All of the city’s other bargaining units have agreed to pay 8.868 percent of their salaries toward their pension benefits, the maximum amount allowed by CalPERS, staff reports attached to the contracts when they were sent for the council’s approval showed. The city will have to petition CalPERS for permission to make the change, though city staff has said they don’t think CalPERS will say no.

Goldman stressed that Alameda’s city employees have long contributed to their own retirement plans, a cost many neighboring cities covered in part or completely until recently.

“A lot of cities pay part of their employees’ share; Alameda always has had employees pay full freight,” Goldman said.

The city boosted public safety retirement benefits to 3 percent of their police and firefighters’ top salary per year of work at a retirement age of 50, a move different cities made when competing for workers during flush financial times. But Goldman and Jeff DelBono, political director for the firefighters’ union, said those benefits can’t be rolled back, and DelBono said employees’ existing retirement plans can’t be moved from CalPERS even if the employees wanted the move.

The biggest changes cities can make are to benefits for future employees, though those changes can’t happen unless whole classes of affected workers – essentially, all safety workers or all non-safety workers – agree, and they won’t produce savings for cities for another two to three decades, DelBono and Goldman said.

Still, cities are asking their employee unions for what’s called a “second tier” of benefits for new hires. A recent survey conducted by the League of California Cities showed 11 East Bay cities that had changed or were in the process of changing retirement benefit formulas for workers over the past five years.

Alameda’s city leaders are asking their non-safety workers to consider boosting their retirement age to 60 from 55 for new employees, and for them to take 2 percent of the average of their top three years’ pay instead of their highest year’s pay – something all of those unions would have to agree to in order for the change to go into effect, Goldman confirmed. And City Manager John Russo said Tuesday that he wants to sit down with the city’s public safety unions to discuss additional, unannounced pension changes.

The ballot measures in both San Jose and San Diego would apply reduced benefit plans to new employees only, with new hires in San Diego being placed in 401(k)-style plans if the measure there passes court tests.

The impacts of the changes vary, though in Alameda rising employee pension contributions may already be having an impact: Goldman said the city expects to pay $9.92 million into CalPERS for employee pensions, down from $10.18 million in 2011, a chart from the city showed. Goldman said the reductions could also be the product of earlier layoffs and a “smoothing formula” CalPERS applies to rate increases to prevent massive spikes that could cripple municipal budgets.

Additional contract talks with the city’s public safety unions are slated to take place this summer, while discussions with non-safety workers about raising the age they’ll be eligible for benefits are to occur in 2013. Meanwhile, the city has set up a pension task force to explore its pension issues; their report is due out in the fall.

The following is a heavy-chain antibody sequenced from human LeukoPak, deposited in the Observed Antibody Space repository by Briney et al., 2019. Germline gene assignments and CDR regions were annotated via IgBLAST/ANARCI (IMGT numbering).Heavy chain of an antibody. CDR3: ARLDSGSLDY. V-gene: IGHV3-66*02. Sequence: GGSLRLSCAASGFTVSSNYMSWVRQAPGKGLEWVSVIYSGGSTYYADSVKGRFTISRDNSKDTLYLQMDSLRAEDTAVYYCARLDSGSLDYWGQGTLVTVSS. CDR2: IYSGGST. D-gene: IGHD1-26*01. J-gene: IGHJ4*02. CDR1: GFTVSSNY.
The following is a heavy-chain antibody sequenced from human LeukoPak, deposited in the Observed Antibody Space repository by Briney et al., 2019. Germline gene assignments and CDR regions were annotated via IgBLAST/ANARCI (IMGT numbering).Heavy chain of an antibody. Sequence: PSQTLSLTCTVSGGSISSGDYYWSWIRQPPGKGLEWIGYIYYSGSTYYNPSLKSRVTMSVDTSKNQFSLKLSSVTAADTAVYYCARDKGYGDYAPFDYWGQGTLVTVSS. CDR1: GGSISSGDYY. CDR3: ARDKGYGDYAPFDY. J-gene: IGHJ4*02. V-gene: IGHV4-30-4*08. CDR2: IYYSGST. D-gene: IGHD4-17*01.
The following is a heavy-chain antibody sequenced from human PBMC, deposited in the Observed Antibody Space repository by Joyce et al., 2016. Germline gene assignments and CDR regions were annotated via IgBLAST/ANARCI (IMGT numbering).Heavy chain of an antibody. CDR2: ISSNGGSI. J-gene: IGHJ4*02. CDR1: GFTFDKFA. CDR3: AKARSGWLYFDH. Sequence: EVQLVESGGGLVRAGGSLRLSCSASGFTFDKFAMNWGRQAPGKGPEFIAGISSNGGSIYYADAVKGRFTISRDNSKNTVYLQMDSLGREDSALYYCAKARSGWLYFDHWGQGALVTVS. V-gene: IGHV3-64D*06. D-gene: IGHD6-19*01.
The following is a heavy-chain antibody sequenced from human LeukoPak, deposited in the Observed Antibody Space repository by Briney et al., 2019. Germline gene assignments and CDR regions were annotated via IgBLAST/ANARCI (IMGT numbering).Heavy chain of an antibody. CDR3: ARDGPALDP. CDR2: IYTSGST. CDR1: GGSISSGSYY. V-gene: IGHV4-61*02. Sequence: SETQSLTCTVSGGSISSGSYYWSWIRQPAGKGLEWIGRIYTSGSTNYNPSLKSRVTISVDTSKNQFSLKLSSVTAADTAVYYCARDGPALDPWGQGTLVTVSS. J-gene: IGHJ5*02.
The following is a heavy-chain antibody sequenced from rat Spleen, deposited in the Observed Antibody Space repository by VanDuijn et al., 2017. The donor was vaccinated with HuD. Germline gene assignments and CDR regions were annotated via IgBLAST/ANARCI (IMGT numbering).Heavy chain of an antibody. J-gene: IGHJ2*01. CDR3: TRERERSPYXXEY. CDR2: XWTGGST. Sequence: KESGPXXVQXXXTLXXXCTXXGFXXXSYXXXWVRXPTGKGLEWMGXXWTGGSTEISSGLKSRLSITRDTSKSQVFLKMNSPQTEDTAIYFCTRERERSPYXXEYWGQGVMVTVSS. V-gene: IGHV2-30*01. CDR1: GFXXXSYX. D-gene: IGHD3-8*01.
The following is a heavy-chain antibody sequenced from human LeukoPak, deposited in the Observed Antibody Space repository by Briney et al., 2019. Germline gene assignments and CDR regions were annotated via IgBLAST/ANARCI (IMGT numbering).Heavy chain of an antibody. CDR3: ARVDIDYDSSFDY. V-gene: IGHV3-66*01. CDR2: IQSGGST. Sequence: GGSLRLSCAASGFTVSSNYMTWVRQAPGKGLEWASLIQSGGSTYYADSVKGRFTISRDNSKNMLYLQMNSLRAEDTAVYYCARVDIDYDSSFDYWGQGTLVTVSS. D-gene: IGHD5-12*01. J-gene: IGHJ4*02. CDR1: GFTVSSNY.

EXTRA: I’ve posted my 2011 series on pensions from The Island on our Data page.

Comments

Submitted by Michele Ellson on Mon, Jun 25, 2012

Hey folks:

Last week I touched base with CalPERS regarding some questions their 2011 report left in my mind (and some others who contacted me after the piece ran). Specifically, it wasn't clear to me whether CalPERS was saying existing pension plans could be reduced, and also not clear whether they believed cities could unilaterally change pension benefits for future hires. I just received their responses, so I'm posting my questions (in italics) and their responses (in bold) below.

-Can a city unilaterally change pension benefits for new hires (eg, change benefit formulas or put new hires into a completely different plan) or must they negotiate? It appeared the document was saying this but I wanted to make sure.

This really depends on the relationship the City has with employee groups and the structure they have in place. Most would use collective bargaining to come to an agreement.

-Also, I wasn't clear about whether benefit changes could be negotiated with existing employees - eg, if the city could negotiate with its public safety unions to change the benefit formula for currently employed police and firefighters from 3% at 50 to, say, 3% at 55 - or if those benefits can never be reduced once offered.

Our view is that benefits currently offered are a vested right and can’t be reduced.

-One other question: Could the city seek to negotiate with one employee group to leave CalPERS for another plan (eg Social Security) but leave other groups in CalPERS, or would they be required to negotiate with everyone to exit CalPERS at the same time? I wanted to make sure I was clear on this.

Ye(s), our contracting agencies can amend their contracts to exclude certain groups of employees from membership while keeping others in.